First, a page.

- Dear Vicki,
I want to thank you for assisting me in being hired by your Client. I have been there for a week and plan on being there for a long time to come. The position is a very good fit and I am confident it is going to work out very well for everyone. Thank you.
Recently Placed Warehouse/ Logistics Manager
Look what our colleagues are saying about Keane HR:
- Vicki is truly a gifted HR professional. She works closely with her clients to get an insight into their culture and their strategic goals and then immerses herself as their dedicated HR professional. She has a special talent for balancing the needs of business with the best interest of the employees and earns the trust of business owners, managers and employees alike. This trust enables her be the best advocate for the company. They all trust she will handle each situation fairly and provide the best remedy for all involved. Employees always feel they have been treated fairly and this notion of good will goes a long way in mitigating the possibility of future liability.
Vicki has a strong command of all labor laws, wage and hour and and is cognizant of the ever changing face of Human Resources. She is committed to staying up to date on current legislation and how it impacts her clients and their businesses.
As an HR consultant when I am posed with an HR dilemma that could have more than one right outcome, I always look to Vicki for collaboration because I know she will think through all the potential outcomes and help guide me to thinking through all the aspects of the situation. As a former employee, I found Vicki to be a team oriented manager and a great mentor; always provoking thought in her team and helping them grow.
Ruth Hanna, SPHR.
Employee Attitudes: Silence Is Not Golden
By Rebecca R. Hastings, SPHR
When employee attitude surveys generate less-than-ideal results, leaders need to “accept the reality of that data” and share the results widely with employees at all levels of the organization, an expert says.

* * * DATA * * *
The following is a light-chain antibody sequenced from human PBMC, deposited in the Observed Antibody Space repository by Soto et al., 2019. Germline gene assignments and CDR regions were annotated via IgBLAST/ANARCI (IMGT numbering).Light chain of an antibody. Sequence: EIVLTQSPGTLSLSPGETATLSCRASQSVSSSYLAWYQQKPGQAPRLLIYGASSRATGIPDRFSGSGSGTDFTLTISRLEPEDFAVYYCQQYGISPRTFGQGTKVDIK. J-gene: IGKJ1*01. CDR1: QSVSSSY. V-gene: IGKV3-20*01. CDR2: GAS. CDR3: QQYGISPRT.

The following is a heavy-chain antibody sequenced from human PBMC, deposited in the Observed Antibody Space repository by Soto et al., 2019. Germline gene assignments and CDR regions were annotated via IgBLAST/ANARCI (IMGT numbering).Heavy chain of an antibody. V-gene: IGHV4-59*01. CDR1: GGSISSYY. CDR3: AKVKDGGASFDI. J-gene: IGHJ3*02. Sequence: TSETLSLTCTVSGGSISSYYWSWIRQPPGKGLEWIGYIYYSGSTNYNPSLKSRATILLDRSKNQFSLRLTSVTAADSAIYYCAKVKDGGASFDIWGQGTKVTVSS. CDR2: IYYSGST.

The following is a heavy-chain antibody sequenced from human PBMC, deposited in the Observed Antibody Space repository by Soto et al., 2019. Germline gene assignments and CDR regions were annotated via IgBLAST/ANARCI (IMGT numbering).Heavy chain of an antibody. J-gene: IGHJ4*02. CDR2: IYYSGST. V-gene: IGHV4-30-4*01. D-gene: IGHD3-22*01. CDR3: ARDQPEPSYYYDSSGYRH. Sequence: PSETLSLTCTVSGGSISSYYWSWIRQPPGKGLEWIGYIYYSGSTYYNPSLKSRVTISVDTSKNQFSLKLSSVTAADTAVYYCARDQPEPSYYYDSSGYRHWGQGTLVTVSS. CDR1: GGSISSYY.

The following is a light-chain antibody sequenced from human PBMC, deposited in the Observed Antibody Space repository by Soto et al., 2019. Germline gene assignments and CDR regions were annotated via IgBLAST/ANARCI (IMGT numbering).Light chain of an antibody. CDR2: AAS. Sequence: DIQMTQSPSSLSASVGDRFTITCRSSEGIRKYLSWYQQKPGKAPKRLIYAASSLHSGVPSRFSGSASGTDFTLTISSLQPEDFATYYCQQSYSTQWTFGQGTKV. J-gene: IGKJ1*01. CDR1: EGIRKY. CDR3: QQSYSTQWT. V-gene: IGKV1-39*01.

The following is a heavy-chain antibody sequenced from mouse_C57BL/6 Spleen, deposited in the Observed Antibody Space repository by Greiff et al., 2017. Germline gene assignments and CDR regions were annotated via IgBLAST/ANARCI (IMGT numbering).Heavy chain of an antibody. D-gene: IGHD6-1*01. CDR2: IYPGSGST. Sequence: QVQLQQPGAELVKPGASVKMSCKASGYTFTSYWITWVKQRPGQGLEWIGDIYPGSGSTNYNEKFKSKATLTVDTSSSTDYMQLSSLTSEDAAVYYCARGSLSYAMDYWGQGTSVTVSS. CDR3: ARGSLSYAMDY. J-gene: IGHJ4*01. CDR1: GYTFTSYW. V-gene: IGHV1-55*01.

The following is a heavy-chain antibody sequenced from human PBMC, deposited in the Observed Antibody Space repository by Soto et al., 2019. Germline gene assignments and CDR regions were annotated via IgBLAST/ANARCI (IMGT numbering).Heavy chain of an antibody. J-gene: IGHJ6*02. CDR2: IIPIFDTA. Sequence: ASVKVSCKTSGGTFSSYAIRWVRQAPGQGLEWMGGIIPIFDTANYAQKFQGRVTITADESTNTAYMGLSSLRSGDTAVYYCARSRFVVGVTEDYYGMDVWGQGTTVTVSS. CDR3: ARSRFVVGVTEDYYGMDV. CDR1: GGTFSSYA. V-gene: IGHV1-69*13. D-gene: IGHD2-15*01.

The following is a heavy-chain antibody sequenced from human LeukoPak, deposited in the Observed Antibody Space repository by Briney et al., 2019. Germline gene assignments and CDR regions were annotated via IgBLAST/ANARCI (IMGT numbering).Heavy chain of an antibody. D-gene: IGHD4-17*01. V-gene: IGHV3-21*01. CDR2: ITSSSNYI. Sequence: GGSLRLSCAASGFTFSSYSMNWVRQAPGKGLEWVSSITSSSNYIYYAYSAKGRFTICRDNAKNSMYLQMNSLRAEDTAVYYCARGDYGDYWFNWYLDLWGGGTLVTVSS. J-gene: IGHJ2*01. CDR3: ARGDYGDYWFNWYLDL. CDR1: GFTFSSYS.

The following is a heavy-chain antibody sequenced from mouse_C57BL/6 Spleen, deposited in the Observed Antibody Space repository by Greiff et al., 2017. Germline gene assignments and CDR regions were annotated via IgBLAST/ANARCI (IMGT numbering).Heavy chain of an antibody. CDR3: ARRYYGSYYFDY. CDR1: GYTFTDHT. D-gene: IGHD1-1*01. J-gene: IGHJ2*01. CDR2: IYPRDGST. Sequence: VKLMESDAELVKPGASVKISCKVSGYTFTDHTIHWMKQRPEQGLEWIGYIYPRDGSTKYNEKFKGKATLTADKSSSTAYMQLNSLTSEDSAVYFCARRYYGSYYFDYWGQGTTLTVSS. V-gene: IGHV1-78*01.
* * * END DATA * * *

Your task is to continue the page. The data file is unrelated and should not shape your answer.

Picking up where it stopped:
“Silence is not golden here,” said Linda Dulye, president of Dulye & Co., an employee engagement consultancy in Warwick, N.Y., during a webinar held March 15, 2011. Employers should share “the unvarnished views as they are,” she said, and should engage everyone, not just managers, in responding to the results.
Dulye & Co. advocates a six-step process to maximize the effectiveness of an employee survey.
Prior to administering a new employee survey, organizations should look at previous surveys and their results and ask themselves a series of questions, such as “What’s the driving force behind the survey?” Is it simply “that time of year” or because the organization is trying to win an award? Is the survey tied to the organization’s business strategy?
Dulye said that before proceeding an organization should tap into a third party or a neutral employee group, such as a multi-level cross functional team, to consider the organization’s motivation for conducting a survey. The group should consider questions such as: